Network for Transport Measures

6. Rail cargo transport

Methods and manuals > Wikis > 6. Rail cargo transport
Methods and manuals > Wikis > 6. Rail cargo transport

For environmental calculations for rail transport an investigation of the models and methods developed and used for energy and environmental calculations for travel and transportation by rail was initiated early in the project. For NTMCalc it is desirable to have a model in which the parameters with the greatest impact on the end result is included (at the same time as data for these parameters can be found for the presentation of the default values), but also for a situation-specific transport.

In summary, there are no readily applicable models that meet all the criteria set up by NTM, which are as follows: to calculate the energy use and emissions to air from the locomotives and power plants, not too complex but with variables corresponding to the key parameters that control the size of the train’s total running resistance (train’s own weight + weight of loaded cargo, train speed, number of start and stop, aerodynamic profile and parameters based on actual train operation), openly published reference from neutral player and covering a broad geographic area.

The literature study showed that the NTM criteria had not previously been addressed. The models that were found consisted of two main types

  1. High-resolution (scientific / research) methods based on the train physics and track design and traffic operation or
  2. Methods based on statistical data for a variety of trains (national statistics, operator statistics, etc.) estimated through the total energy/fuel consumption divided equally among the overall train traffic (ton kilometer or passenger kilometer).

For NTMCalc it is best to base the calculations on relational connection based on measurement data of real trains, preferably by taking into account the differences that exist between different train/cargo /car types, cargo volumes and traffic patterns. Unfortunately there is no high resolution operational statistics available internationally in this way which makes it difficult to create relevant modeling equations based on such different types of train, wagon types, railway operating modes, load type, single track or multiple tracks, etc.

The most comprehensive statistical database for train energy use was found at the UIC – the International Union of Railways (4). Unfortunately, the data in this database is confidential and thus not accessible. In the literature review, we found that another project (5) processed this database and created approximate relationship between train weight and the amount of electricity required for its propulsion. These correlations were therefore selected for use in NTMCalc 3.0 when they satisfied the following requirements; based on actual operating data, if not publicly available datasets, good geographical coverage, access to some default data for the filling degree and positioning distances.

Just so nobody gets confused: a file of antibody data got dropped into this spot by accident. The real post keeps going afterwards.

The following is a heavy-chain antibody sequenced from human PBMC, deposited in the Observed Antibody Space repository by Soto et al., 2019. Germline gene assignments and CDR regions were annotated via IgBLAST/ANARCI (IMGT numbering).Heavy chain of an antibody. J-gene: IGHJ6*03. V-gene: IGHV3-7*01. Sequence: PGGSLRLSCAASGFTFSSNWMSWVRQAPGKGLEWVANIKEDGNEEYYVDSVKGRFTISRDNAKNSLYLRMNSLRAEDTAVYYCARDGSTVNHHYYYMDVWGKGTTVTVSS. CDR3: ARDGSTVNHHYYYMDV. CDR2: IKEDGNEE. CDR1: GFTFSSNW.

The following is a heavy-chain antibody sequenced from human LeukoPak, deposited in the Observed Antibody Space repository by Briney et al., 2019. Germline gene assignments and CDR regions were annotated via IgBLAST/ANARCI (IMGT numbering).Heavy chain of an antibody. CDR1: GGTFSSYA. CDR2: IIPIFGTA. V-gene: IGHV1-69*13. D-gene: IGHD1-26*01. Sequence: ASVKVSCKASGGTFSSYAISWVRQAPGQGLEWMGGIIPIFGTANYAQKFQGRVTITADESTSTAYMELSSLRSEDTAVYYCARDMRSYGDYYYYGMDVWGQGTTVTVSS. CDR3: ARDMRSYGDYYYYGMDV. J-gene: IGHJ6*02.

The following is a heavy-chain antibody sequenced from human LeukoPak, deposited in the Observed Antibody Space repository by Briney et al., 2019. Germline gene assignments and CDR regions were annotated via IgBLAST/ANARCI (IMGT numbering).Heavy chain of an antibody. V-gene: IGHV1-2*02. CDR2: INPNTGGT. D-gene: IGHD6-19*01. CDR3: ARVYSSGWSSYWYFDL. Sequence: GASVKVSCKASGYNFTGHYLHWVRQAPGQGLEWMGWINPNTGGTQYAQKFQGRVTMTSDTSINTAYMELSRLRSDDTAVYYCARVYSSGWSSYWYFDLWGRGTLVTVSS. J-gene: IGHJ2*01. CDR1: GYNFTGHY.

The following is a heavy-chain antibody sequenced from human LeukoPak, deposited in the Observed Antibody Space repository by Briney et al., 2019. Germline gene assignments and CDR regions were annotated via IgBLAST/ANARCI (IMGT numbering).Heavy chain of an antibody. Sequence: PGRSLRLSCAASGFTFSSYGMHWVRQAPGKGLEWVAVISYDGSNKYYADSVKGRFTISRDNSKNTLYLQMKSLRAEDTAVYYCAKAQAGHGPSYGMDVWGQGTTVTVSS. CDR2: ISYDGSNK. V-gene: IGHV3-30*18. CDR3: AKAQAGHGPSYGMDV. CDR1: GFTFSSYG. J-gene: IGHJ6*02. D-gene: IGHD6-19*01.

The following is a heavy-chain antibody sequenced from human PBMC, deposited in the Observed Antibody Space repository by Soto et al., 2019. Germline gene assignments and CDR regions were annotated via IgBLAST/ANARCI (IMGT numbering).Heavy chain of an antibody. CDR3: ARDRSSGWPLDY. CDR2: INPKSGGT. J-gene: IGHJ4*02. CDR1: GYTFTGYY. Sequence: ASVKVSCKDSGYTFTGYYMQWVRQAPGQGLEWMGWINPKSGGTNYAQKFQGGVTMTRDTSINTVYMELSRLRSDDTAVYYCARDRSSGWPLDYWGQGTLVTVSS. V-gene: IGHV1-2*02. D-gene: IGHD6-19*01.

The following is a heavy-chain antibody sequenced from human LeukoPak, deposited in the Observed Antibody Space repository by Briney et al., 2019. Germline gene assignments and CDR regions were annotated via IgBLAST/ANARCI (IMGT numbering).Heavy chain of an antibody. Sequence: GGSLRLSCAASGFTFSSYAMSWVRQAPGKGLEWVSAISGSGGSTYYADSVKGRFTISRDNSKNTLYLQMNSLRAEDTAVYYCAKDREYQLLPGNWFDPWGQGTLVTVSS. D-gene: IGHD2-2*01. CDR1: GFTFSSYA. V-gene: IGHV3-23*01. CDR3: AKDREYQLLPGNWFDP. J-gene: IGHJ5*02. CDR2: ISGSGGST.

The first calculation step is based on the weight of the wagons pulled by the locomotive followed by a correction factor in order to compensate for variations in topography (mountains, hilly or flat). Based on data for the total train weight loaded and empty, degree of filling of loaded trains and how long any extra empty position distance is (linked to the specific line haul) the entire energy consumption is calculated. If it’s a diesel locomotive that is used the total emissions from the locomotive are calculated.

For electric traction the size of the losses occurring in the transmission of electricity from power plants and locomotives are calculated, after which emissions for electricity generation are calculated. To get a proper connection between the locomotive’s electricity consumption and the type of electricity production NTM uses the production-specific calculation method. This means that it is the power generation technology selected by the train operator (or its agent) and contracted with by the electricity supplier is used as the basis for the calculation. Since electric power generation shows very large variations in performance, it is important that the correct information is used in the calculation. In the event the operator does not have the possibility to select specified supplies (or chose not to do so), the data for a national average mix is used. In some studies where it is not interesting to link the environmental impact of electricity to a specific consignment of goods, one can use NTM energy data combined with appropriately selected environmental data for marginal production, e.g. in scenario analysis when one wants to study the effect of increased or decreased transport by rail. For both diesel fuel and electric power generation, also the emissions resulting from the production of diesel fuel and the fuel used in power stations are calculated.